|Project Rationale and Linkage to Country/Regional Strategy
Since 2000, the PRC's electricity use has been rapidly increasing at annual growth rate of over 13%. By 2004, serious power shortages had become persistent, and more than half of the provinces in the country had to curtail power supplies during the peak periods in summer. PRC added 231 GW of new power generation capacity in 3 years (2004 - 2006).
Furthermore, approximately 80% of the electricity is produced by coal-fired power plants, generating substantial amounts of air pollutants and greenhouse gases. More than half of the cities in the country fail to meet the national ambient air quality standards. According to preliminary estimates made by the Netherlands Environmental Assessment Agency, the PRC emitted 6.2 billion tons of carbon dioxide in 2006, exceeding the United States as the world's largest producer of carbon dioxide emissions.
The GDP of Guangdong in 2005 was CNY2.24 trillion ($280 billion) which was more than 12% of PRC's GDP and the highest among the provinces and municipalities. The annual electricity consumption (267 TWh in 2005) has been rapidly growing at nearly 15% since 2000. Since 2001, Guangdong has suffered severe power shortages. The power shortage was about 5,000 MW in the summer of 2006. Guangdong also has significant acid rain problems: in 2005, acid rain frequency was about 55%, and 18 cities covering about 85% of the areas in the province, experienced acid rain. Since 2000, most of Guangdong's large cities have an increase in the number of days a year when the ambient air quality fails to meet the national air quality standards. The power shortage and environmental problems, if not resolved quickly, would hinder the economic growth of the province.
To address the power shortage and environmental problems, both the PRC and Guangdong Provincial Governments have given the highest priority to energy efficiency. Controlling the demand side of energy will offset the need to increase supply due to increasing economic output. Based on the analysis of the ADTA part B consultants, the cumulative annual electricity savings that could be realized after 10 years of retrofitting program in Guangdong is 41.2 TWh. During the period 1998 - 2000, the Guangdong Energy Conservation Center, a provincial government agency, implemented the Electricity Conservation Fund, assisting enterprises to improve energy efficiency; it was able to achieve an energy savings of about 7.9 TWh/year, and was closed in 2006.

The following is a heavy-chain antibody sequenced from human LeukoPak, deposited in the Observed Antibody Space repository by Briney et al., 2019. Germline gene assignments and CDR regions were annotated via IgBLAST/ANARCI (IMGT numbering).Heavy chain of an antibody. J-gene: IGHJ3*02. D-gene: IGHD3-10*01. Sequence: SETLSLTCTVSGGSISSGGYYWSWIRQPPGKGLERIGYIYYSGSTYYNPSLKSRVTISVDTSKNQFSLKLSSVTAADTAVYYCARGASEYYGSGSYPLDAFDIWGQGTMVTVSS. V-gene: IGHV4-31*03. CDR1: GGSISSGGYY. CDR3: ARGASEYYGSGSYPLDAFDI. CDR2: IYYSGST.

The energy saved by installing energy efficient equipment, in the aggregate, will reduce the need for building and burning fuel in a conventional power plant; thus the aggregation of efficient equipment is being referred to as an EPP. This IP addresses one part of demand side management (DSM), i.e., the retrofitting of existing equipment with a more energy efficient one. The collective sub-projects will produce an EPP that will help improve environmental quality as it avoids the air emissions, including greenhouse gases, associated with conventional power plants in the PRC. In the PRC's 11th Five-Year Plan, the Government has set an aggressive energy efficiency target for reducing energy consumption relative to economic growth by 20% between 2006 and 2010. Guangdong, being a relatively energy efficient province, has a target of improving energy efficiency by 16% between 2006 and 2010. The Guangdong Provincial Government (GPG) has made this EPP investment program one of its top 10 programs in the province.
GPG recognizes that the benefit from energy efficiency is a public good, but cost of implementation is high, hence it proposes to extend support to catalyze adoption of energy efficiency measures by the energy consumers. It proposes to establish a new Guangdong Energy Efficiency Fund that will promote implementation of energy efficiency sub-projects in various ways, such as, provide incentive for energy savings based on retrofitting with more efficient equipment, validation and verification of energy savings, counter-guarantee for sub-loan repayment, subsidized project management cost, and market EPP, etc. It expects this fund to be financed from various sources, such as budget allocations, multi-lateral donors, Clean Development Mechanism (CDM) revenue, etc.